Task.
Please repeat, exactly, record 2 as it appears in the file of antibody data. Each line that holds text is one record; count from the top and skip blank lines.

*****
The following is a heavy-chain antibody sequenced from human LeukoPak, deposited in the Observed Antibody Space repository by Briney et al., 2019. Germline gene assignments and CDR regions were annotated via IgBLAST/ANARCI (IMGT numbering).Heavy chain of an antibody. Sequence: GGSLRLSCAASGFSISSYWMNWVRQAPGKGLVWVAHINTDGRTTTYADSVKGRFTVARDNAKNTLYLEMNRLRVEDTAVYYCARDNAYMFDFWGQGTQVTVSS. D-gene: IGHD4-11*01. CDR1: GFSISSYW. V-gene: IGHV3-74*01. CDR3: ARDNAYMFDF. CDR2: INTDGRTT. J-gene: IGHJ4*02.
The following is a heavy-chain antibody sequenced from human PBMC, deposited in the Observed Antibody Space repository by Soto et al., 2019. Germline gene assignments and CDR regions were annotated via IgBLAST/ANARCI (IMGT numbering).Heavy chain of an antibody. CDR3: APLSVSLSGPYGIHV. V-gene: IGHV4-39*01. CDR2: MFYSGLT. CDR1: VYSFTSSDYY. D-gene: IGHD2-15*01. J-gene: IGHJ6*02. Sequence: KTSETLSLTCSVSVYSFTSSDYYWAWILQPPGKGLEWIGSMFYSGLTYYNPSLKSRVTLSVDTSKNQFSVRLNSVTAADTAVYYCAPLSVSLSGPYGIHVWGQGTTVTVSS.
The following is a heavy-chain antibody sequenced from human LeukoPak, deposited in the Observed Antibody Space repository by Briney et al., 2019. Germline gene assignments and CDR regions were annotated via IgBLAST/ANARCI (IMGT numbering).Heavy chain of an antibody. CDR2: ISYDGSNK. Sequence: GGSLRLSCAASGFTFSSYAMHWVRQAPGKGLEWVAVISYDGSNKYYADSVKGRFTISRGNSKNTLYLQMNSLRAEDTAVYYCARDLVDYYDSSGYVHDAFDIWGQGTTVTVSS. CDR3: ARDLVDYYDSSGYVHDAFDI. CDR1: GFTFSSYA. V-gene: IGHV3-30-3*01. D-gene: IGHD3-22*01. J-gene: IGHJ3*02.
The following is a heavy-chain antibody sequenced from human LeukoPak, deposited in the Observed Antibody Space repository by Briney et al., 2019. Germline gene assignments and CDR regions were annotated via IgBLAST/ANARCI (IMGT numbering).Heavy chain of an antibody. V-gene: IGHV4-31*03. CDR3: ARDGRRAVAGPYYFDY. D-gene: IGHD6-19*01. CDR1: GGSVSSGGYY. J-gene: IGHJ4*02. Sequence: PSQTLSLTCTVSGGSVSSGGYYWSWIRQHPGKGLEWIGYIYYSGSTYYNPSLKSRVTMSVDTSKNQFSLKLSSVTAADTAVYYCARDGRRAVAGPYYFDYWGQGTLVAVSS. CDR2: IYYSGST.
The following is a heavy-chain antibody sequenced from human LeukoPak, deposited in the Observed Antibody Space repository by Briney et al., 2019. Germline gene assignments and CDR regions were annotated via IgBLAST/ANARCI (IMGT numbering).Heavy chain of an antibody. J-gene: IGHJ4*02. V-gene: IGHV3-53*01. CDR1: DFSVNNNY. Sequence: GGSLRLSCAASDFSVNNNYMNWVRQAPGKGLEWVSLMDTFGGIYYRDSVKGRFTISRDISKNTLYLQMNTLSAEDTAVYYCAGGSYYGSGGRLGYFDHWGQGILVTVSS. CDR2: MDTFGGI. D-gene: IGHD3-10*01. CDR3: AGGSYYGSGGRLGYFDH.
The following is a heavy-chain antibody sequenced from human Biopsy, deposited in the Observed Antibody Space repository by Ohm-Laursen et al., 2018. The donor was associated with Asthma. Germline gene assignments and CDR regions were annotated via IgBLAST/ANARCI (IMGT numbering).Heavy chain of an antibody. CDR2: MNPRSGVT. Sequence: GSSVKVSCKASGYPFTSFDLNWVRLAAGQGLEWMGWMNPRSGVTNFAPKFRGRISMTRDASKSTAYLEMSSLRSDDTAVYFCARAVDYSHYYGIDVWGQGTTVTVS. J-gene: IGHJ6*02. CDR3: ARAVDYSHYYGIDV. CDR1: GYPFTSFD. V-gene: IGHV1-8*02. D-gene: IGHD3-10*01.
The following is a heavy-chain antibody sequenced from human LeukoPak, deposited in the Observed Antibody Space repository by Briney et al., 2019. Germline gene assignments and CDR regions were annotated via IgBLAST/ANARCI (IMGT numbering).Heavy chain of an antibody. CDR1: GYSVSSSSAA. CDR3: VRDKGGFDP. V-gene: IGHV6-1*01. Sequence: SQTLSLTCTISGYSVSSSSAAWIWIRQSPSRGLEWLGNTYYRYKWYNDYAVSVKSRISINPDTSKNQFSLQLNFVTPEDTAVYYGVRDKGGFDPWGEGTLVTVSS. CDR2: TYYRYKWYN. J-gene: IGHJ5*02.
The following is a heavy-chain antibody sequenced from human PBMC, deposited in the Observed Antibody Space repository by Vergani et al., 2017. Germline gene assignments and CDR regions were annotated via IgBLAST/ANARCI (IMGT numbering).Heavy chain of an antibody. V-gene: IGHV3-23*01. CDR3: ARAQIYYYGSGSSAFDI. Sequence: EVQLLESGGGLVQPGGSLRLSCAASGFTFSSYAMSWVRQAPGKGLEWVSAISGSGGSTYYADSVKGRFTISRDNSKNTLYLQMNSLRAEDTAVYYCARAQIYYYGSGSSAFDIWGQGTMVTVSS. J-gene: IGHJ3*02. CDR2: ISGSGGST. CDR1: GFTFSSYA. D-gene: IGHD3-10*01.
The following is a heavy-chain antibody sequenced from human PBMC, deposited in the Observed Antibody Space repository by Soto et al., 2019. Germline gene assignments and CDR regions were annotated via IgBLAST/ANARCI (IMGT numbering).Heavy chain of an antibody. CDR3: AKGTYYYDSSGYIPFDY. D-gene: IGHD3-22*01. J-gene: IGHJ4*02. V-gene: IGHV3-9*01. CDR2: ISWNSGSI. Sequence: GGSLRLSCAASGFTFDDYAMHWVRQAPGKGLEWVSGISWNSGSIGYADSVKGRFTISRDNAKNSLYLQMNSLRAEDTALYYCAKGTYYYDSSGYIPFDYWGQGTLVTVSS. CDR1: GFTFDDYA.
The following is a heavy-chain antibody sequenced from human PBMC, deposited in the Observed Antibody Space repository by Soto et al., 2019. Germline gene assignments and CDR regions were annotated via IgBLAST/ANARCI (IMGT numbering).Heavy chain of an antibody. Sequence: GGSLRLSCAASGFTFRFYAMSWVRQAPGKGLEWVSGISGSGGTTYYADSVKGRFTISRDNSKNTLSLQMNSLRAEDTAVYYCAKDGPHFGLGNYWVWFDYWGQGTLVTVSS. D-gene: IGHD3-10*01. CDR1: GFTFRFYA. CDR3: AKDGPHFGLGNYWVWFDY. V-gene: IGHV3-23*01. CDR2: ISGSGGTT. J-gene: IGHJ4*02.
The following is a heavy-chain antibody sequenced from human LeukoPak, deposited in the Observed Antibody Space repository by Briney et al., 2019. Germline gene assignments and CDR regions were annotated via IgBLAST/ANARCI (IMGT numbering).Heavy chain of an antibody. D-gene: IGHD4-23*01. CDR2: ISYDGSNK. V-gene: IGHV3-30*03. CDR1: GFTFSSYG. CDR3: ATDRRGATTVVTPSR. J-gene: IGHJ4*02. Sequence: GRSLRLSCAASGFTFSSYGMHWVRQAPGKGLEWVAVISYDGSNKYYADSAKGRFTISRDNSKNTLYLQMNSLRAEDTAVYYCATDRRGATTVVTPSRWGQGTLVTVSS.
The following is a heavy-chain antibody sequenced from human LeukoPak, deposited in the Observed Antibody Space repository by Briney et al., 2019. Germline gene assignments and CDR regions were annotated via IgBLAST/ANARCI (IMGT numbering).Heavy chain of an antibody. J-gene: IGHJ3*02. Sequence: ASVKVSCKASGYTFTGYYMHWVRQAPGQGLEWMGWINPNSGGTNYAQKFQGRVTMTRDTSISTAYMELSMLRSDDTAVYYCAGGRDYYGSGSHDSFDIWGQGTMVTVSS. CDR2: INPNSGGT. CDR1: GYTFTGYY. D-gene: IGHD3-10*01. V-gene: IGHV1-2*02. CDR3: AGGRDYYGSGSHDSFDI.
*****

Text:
The following is a heavy-chain antibody sequenced from human PBMC, deposited in the Observed Antibody Space repository by Soto et al., 2019. Germline gene assignments and CDR regions were annotated via IgBLAST/ANARCI (IMGT numbering).Heavy chain of an antibody. CDR3: APLSVSLSGPYGIHV. V-gene: IGHV4-39*01. CDR2: MFYSGLT. CDR1: VYSFTSSDYY. D-gene: IGHD2-15*01. J-gene: IGHJ6*02. Sequence: KTSETLSLTCSVSVYSFTSSDYYWAWILQPPGKGLEWIGSMFYSGLTYYNPSLKSRVTLSVDTSKNQFSVRLNSVTAADTAVYYCAPLSVSLSGPYGIHVWGQGTTVTVSS.